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From sebb <seb...@gmail.com>
Subject Re: BeanShell and JVM Garbage Collection
Date Thu, 21 Jun 2012 15:54:35 GMT
On 21 June 2012 16:16, Shmuel Krakower <shmulikk@gmail.com> wrote:
> Yep you got me right, thanks.
>
> So Roderick Parks problem might come from his own code and not from the
> beanshell sampler itself.

Or it could be a combination of the two - i.e. the way he uses
BeanShell might cause the leak; alternate code might avoid it.

> In order to be sure  Roderick should create a heap dump of jmeter when the
> original memory problem occurs and than analyze to see if the leak came

Yes, but given that reset() provides a solution, there's no pressing
need to establish the actual cause.

> from his code / objects or from jmeter's.

We know it does not come from JMeter because resetting the beanshell
server fixes the issue.

> Make sense?
>
> On Thu, Jun 21, 2012 at 6:08 PM, sebb <sebbaz@gmail.com> wrote:
>
>> On 21 June 2012 16:01, Shmuel Krakower <shmulikk@gmail.com> wrote:
>> > Sebb,
>> > Aside of compatibility, does it make sense that the "Reset
>> bsh.Interpreter
>> > before each call" will solve this kind of a problem?
>>
>> Not quite sure what you mean here.
>> The reset() function actually creates a new interpreter, thus allowing
>> GC to tidy up the old interpreter.
>>
>> > And if so, it might be caused by some kind of leak in the beanshell code
>> of
>> > the user and not necessarily due to bug in JMeter, right?
>>
>> Yes, the leak might be in user code or BeanShell itself.
>>
>> And if the leak is in BeanShell itself, maybe it will be fixed one day...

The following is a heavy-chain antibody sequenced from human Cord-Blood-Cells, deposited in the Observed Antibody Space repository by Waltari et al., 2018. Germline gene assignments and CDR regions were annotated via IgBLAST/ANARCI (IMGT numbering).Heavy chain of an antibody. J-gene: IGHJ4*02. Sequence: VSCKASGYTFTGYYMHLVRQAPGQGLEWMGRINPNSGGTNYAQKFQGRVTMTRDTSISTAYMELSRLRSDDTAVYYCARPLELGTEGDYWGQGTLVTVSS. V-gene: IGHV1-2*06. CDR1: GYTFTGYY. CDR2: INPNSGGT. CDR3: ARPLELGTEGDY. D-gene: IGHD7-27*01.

>>
>> > Shmuel.
>> >
>> >
>> > On Thu, Jun 21, 2012 at 5:47 PM, sebb <sebbaz@gmail.com> wrote:
>> >
>> >> On 20 June 2012 18:54, Roderick Parks <roderick.parks@triometric.net>
>> >> wrote:
>> >> > I hit an interesting problem today where my test slowed to a crawl
>> after
>> >> > about just 6000 iterations (out of a total of about 500000 required)
>> >> > irrespective of the number of threads, delay timer or size of Java
>> heap
>> >> > space. The system was operating well within its CPU and memory limits.
>> >> >
>> >> >
>> >> >
>> >> > My test is trivial: replaying XML API requests from a CSV file after
>> >> > advancing the dates in the otherwise perishable samples. I use bean
>> >> > shell to modify the dates.
>> >> >
>> >> >
>> >> >
>> >> > I allowed the script to continue labouring and finally the JVM died:
>> "GC
>> >> > overhead limit exceeded".  The solution was simply to check the "Reset
>> >> > bsh.Interpreter before each call" box on my bean shell sampler and
all
>> >> > was well.
>> >> >
>> >> >
>> >> >
>> >> > The conclusion I have drawn from this is that garbage collection
>> becomes
>> >> > a very difficult task for the JVM if the bean shell interpreter is
not
>> >> > reset, and ultimately, that is what caused the test to stall and the
>> JVM
>> >> > to die. In my experience, heap space exhaustion is the most common
>> cause
>> >> > of failures in JMeter, so having optimal garbage collection is very
>> >> > important.
>> >> >
>> >> >
>> >> >
>> >> > Therefore, I would suggest that the default "false" setting for
>> >> > resetting the bean shell interpreter in all the bean shell components
>> is
>> >> > actually not the sensible choice.  Has this default been challenged
or
>> >> > discussed previously?
>> >>
>> >> The default setting is necessary for compatibility, and cannot be
>> >> changed without potentially breaking some scripts.
>> >>
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>> >>
>> >>
>>
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>>

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